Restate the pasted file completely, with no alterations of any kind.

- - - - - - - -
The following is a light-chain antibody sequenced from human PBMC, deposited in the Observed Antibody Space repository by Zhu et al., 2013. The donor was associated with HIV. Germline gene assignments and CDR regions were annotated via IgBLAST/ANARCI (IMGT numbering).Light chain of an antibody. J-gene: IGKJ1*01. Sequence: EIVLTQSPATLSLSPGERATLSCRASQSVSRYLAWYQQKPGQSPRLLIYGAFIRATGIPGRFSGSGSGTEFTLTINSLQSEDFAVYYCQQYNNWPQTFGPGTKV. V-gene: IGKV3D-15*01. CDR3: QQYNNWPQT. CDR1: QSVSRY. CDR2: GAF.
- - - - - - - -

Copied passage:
The following is a light-chain antibody sequenced from human PBMC, deposited in the Observed Antibody Space repository by Zhu et al., 2013. The donor was associated with HIV. Germline gene assignments and CDR regions were annotated via IgBLAST/ANARCI (IMGT numbering).Light chain of an antibody. J-gene: IGKJ1*01. Sequence: EIVLTQSPATLSLSPGERATLSCRASQSVSRYLAWYQQKPGQSPRLLIYGAFIRATGIPGRFSGSGSGTEFTLTINSLQSEDFAVYYCQQYNNWPQTFGPGTKV. V-gene: IGKV3D-15*01. CDR3: QQYNNWPQT. CDR1: QSVSRY. CDR2: GAF.